Lecture 4. South Asia and Lalibela: Religion, Trade and Significance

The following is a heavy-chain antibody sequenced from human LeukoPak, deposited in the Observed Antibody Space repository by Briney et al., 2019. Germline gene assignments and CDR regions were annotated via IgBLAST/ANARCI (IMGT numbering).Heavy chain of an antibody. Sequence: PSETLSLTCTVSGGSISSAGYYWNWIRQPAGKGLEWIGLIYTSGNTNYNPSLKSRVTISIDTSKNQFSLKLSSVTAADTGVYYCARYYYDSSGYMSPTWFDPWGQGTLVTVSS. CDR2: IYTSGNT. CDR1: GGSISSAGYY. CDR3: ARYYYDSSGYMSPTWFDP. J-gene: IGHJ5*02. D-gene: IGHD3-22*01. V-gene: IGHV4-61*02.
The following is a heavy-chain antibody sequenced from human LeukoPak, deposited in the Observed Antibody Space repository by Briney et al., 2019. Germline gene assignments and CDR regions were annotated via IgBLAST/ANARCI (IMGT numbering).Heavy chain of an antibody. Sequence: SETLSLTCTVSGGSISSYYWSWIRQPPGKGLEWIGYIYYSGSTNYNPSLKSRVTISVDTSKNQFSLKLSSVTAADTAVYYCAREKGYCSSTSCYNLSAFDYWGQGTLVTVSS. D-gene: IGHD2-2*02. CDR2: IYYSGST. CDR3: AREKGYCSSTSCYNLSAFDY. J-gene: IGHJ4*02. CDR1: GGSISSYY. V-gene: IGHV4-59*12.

The Persian Empire had a massive influence over the rising Mauryas in India. After the conquest of Persepolis by Alexander, the craftsmen and thinkers of Persia migrated East to India – taking their expertise and aesthetic ideology with them. Stone pillars with animal capitals transitioned directly, while other forms had a more tangential influence. The rock-cut tombs and treasuries of West Asia, may have been the direct precedent for the first Buddhist and Jain caityas and viharas that from the 2nd century onwards gave birth to a full millennia of exploration in the rock-cut and the mass assembled (stupa). From South Asia, the Buddhist carried their chthonic forms to Central Asia, and from there, along the Silk Routes, to China and onwards to Korea and Japan. In a different form, another Buddhist journey took the stupa form to Sri Lanka and South-east Asia, while, in the meanwhile in South Asia itself, Buddhist chthonic form were transformed into the great rock-cut caves and temples of later Hinduism from the 5th century onwards. This is when the ‘battle’ between the rock-cut and rock-assembled produced some of the finest constructions of South Asian temple architecture, such as those at Ajanta, Ellora, Aihole, Badami, and Mamallapuram. And then, half a century later, as the chthonic waned in South Asia, massive churches were built in Ethiopia in Lalibela.

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